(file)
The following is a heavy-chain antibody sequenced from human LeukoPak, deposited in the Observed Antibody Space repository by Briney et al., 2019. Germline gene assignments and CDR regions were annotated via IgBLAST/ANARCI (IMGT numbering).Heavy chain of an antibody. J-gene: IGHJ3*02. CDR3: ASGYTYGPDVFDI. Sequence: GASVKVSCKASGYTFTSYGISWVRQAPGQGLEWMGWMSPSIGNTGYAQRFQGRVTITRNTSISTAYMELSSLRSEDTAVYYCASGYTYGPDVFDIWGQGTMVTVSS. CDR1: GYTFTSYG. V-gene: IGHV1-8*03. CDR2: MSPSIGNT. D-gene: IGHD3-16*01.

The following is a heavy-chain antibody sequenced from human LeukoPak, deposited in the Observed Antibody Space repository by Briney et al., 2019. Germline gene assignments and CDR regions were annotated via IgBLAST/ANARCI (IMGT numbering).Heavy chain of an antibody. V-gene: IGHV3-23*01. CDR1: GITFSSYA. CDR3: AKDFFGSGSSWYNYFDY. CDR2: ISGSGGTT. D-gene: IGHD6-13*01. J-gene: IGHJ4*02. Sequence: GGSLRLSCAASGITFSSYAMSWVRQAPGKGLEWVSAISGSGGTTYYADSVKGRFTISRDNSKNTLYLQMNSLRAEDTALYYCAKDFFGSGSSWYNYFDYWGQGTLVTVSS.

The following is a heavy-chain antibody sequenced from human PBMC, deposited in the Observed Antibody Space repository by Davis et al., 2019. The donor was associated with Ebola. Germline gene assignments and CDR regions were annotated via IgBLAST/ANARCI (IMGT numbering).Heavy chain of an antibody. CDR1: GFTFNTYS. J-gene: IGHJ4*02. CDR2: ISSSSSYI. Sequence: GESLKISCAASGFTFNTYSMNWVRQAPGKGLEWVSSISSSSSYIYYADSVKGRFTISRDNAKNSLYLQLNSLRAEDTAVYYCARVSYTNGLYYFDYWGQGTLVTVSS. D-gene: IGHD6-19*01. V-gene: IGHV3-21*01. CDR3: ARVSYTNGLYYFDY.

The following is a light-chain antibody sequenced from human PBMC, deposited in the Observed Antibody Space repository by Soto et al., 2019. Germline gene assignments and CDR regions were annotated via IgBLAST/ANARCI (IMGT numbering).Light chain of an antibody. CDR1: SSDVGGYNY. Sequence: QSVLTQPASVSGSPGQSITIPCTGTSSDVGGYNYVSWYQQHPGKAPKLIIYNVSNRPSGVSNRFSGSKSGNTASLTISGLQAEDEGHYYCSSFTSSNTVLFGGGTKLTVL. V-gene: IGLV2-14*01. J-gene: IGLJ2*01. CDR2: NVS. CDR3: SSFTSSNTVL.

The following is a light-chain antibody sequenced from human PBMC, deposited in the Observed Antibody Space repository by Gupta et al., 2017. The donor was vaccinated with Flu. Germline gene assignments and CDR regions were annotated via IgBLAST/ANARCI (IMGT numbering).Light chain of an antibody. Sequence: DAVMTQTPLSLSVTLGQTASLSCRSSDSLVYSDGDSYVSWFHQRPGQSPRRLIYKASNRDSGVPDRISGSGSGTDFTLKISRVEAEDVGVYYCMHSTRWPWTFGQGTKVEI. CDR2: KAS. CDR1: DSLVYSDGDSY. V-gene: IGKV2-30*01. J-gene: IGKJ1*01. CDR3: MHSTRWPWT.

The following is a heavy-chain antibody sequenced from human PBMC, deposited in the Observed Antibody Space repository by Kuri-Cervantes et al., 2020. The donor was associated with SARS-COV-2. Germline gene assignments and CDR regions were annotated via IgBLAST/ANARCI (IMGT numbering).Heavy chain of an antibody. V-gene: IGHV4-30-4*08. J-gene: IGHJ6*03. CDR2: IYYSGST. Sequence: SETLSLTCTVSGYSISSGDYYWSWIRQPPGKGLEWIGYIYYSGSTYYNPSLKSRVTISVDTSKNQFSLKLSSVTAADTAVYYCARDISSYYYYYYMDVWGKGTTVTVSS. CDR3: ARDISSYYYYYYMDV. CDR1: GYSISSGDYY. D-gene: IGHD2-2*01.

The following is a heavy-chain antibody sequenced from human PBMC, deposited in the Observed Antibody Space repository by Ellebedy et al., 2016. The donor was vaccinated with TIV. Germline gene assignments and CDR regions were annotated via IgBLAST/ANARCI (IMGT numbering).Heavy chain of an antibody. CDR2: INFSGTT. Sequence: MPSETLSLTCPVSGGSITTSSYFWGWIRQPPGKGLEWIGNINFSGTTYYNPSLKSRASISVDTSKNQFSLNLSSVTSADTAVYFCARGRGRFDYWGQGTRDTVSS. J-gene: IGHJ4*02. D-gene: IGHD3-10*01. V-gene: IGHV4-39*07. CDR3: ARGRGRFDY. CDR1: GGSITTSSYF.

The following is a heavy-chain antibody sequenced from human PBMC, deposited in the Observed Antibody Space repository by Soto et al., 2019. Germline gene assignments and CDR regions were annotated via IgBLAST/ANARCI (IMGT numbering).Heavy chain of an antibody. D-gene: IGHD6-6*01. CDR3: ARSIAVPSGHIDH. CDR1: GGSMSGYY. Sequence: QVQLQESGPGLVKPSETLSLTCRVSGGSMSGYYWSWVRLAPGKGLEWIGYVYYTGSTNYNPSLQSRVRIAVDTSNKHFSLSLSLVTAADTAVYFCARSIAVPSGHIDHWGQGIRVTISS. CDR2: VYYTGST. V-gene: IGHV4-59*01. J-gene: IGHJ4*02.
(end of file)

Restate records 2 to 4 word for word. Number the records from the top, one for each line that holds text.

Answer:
The following is a heavy-chain antibody sequenced from human LeukoPak, deposited in the Observed Antibody Space repository by Briney et al., 2019. Germline gene assignments and CDR regions were annotated via IgBLAST/ANARCI (IMGT numbering).Heavy chain of an antibody. V-gene: IGHV3-23*01. CDR1: GITFSSYA. CDR3: AKDFFGSGSSWYNYFDY. CDR2: ISGSGGTT. D-gene: IGHD6-13*01. J-gene: IGHJ4*02. Sequence: GGSLRLSCAASGITFSSYAMSWVRQAPGKGLEWVSAISGSGGTTYYADSVKGRFTISRDNSKNTLYLQMNSLRAEDTALYYCAKDFFGSGSSWYNYFDYWGQGTLVTVSS.

The following is a heavy-chain antibody sequenced from human PBMC, deposited in the Observed Antibody Space repository by Davis et al., 2019. The donor was associated with Ebola. Germline gene assignments and CDR regions were annotated via IgBLAST/ANARCI (IMGT numbering).Heavy chain of an antibody. CDR1: GFTFNTYS. J-gene: IGHJ4*02. CDR2: ISSSSSYI. Sequence: GESLKISCAASGFTFNTYSMNWVRQAPGKGLEWVSSISSSSSYIYYADSVKGRFTISRDNAKNSLYLQLNSLRAEDTAVYYCARVSYTNGLYYFDYWGQGTLVTVSS. D-gene: IGHD6-19*01. V-gene: IGHV3-21*01. CDR3: ARVSYTNGLYYFDY.

The following is a light-chain antibody sequenced from human PBMC, deposited in the Observed Antibody Space repository by Soto et al., 2019. Germline gene assignments and CDR regions were annotated via IgBLAST/ANARCI (IMGT numbering).Light chain of an antibody. CDR1: SSDVGGYNY. Sequence: QSVLTQPASVSGSPGQSITIPCTGTSSDVGGYNYVSWYQQHPGKAPKLIIYNVSNRPSGVSNRFSGSKSGNTASLTISGLQAEDEGHYYCSSFTSSNTVLFGGGTKLTVL. V-gene: IGLV2-14*01. J-gene: IGLJ2*01. CDR2: NVS. CDR3: SSFTSSNTVL.